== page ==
February 20, 2023

New Mexico teachers say schools need more staff, not hours, to boost student outcomes

Wood Gormley music teacher Kevin Darrow, photographed at the school on Feb. 15, 2023, is not a fan of legislation adding learning time. Some Santa Fe teachers would rather see state funds put to use addressing poor attendance issues, the impacts of the coronavirus pandemic, teacher burnout or high child poverty rates.

By Margaret O’Hara, The Santa Fe New Mexican

Most days, Kevin Darrow’s classroom is a whirlwind of students, music stands and musical instruments in motion. 

He and other “specials” teachers at Wood Gormley Elementary School — those who offer lessons in music, art, physical education and library skills — work with four or five classes each day across seven grade levels. Darrow said he typically has more than 100 students a day.

That’s a lot of moving parts — from chairs to instruments, marimba mallets to musical manipulatives — with very little time to prepare. Darrow said he usually has zero to 15 minutes to ready his classroom between the time one group of students leaves and another walks in the door. 

“Sometimes, just the management of moving all the stuff and then making sure that I have teaching resources in place and my plan is ready — it just feels like a race,” Darrow said. 

Still, he and many other Santa Fe teachers don’t believe more school time for students, as proposed by the governor and lawmakers, is the best solution to the ease the frenzy. Two measures introduced in the Legislature, House Bills 130 and 194, would require all public schools in the state to reach 1,140 instructional hours per year, up from current mandates of 990 hours for primary schools and 1,080 hours for secondary schools.

One major difference between the two proposals: While HB 130 would allow schools to carve out up to 60 of those 1,140 hours for teacher professional development and other work time, HB 194 mandates a minimum of 80 hours of teacher work time in addition to the learning time.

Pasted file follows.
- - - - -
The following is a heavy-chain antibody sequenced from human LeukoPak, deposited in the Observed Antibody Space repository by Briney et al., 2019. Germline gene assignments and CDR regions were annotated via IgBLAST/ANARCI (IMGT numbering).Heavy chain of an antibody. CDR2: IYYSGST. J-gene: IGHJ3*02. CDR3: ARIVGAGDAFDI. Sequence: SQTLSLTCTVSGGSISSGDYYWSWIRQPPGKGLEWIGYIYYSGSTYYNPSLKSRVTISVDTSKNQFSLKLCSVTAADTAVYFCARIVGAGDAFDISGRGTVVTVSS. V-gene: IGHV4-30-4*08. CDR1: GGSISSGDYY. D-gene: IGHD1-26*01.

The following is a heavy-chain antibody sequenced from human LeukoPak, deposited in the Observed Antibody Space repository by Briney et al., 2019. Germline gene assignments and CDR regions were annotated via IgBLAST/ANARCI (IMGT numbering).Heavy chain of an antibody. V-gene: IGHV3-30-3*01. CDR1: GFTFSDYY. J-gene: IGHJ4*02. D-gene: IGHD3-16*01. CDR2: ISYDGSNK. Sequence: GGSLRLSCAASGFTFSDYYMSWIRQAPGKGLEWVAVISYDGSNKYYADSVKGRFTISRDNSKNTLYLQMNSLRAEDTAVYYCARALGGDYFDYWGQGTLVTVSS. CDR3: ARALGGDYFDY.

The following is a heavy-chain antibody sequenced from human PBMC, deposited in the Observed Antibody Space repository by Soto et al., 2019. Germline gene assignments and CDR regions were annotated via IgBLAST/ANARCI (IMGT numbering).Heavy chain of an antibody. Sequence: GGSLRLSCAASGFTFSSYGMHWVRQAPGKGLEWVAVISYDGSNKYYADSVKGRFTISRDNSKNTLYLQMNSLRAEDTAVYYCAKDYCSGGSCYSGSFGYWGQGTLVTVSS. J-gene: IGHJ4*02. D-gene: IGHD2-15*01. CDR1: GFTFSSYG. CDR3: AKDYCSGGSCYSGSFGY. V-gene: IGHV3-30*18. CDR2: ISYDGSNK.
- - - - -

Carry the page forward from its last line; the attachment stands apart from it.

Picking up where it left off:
Fiscal impact reports for the bills estimate the extended learning hours would cost more than $230 million over the next three years. 

Some local teachers said they would rather see that money invested elsewhere — such as more school staffing.

Grace Mayer, an art teacher at Milagro Middle School and president of the National Education Association of Santa Fe, said the money could be used for a range of initiatives to support teachers and students and address problems such as poor student attendance, teacher burnout and high child poverty rates.

“Basically, our position is that mandating longer hours doesn’t acknowledge the dire circumstances that our kids are in right now,” Mayer said. “… Using the money to extend learning — when we don’t have the appropriate people in place and we don’t have the staff that’s needed to serve our kids at this point — seems like a misdirection of the monies.”

In Santa Fe Public Schools, where students already spend more than the state-required number of hours in classrooms, the proposed change would lead to additional hours in middle schools and high schools, which already meet the 1,140-hour threshold, but would add more more than 50 hours to elementary school schedules, Superintendent Hilario “Larry” Chavez said at a recent school board meeting.

The district is taking a wait-and-see approach to planning next year’s learning time, but Chavez confirmed the 2023-24 school year will begin in August — rather than June or July — regardless of the bills’ outcomes.